Does one necessarily have to use de novo synthesis of DNA when attempting protein expression improvement by codon optimization? Or are there other ways?

e.g. Say the gene coding for the enzyme needed to synthesize a certain secondary metabolite is known & sequenced already. The standard cloning approach is to extract mRNA from (say) plant tissue, then construct a cDNA library & express it in E Coli using a suitable plasmid.

Now if the neucleotide sequence needs to be modified (to increase expression) does one have to start de novo or is there easier ways that can start from the mRNA / cDNA?

A variant of the same question is when I'd want to modify the gene because a protein docking study shows some ways to modify the active site of the enzyme by changing a residue or two in the amino acid sequence.


1 Answer 1


Kind of an old post, I'm surprised it doesn't have an answer yet. There's no reason why you couldn't modify the RNA or cDNA directly, you just have to splice the gene correctly to make the changes you want. You're absolutely right that even a single amino acid change can have a huge difference if it's in the right spot.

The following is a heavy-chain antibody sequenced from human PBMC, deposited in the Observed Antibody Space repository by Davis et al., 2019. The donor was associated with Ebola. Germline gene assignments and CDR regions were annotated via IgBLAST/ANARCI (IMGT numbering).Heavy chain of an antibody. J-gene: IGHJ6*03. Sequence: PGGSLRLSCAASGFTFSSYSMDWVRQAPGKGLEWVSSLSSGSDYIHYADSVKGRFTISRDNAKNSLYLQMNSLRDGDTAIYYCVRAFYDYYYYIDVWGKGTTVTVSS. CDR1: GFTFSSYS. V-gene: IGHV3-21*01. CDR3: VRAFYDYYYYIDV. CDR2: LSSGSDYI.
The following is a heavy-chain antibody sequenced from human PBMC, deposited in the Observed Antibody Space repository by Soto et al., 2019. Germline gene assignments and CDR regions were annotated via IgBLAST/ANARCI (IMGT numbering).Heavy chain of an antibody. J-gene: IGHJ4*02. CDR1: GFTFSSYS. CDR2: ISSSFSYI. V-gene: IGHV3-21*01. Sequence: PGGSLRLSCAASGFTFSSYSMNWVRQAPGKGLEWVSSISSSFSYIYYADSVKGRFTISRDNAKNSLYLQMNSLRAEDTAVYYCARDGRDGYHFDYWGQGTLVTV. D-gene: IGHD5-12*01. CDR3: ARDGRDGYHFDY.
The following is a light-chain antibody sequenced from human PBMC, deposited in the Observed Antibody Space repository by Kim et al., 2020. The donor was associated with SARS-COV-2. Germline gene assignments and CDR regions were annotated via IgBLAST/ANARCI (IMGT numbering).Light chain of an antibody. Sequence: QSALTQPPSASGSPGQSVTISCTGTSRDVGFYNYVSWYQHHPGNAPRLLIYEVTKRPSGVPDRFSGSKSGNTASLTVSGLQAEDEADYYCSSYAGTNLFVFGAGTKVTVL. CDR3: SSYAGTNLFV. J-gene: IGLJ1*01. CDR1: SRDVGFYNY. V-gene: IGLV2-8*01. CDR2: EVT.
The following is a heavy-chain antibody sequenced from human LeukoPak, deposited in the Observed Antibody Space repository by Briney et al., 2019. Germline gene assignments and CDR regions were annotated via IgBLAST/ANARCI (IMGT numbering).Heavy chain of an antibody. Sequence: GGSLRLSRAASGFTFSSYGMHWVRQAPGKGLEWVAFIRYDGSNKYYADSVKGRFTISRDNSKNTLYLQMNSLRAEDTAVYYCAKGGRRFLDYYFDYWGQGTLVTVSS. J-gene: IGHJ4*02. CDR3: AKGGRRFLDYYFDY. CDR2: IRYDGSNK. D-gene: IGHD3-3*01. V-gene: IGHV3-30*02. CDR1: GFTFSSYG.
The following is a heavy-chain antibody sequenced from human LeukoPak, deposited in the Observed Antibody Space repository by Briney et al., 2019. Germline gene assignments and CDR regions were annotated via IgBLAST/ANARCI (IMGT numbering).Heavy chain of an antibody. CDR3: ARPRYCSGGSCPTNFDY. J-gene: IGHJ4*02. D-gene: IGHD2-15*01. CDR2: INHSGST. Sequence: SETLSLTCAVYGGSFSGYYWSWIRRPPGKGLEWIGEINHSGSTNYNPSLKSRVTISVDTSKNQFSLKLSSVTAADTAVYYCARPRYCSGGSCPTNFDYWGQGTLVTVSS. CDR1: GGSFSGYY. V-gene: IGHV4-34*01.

• $\begingroup$ Some questions are unclear and the best interpretation of them is that they are trivial and could be answered by the poster with a little research. In such cases As the Help on answering questions says, "Not all questions can or should be answered here". But if you do insist on answering I suggest you read that help, because your answer only expresses an opinion which, though it may be correct, provides no supporting references or explanation of why it is correct. Thus, neither the poster nor anyone else can tell whether it is so. $\endgroup$
    – David
    Mar 14, 2018 at 23:52

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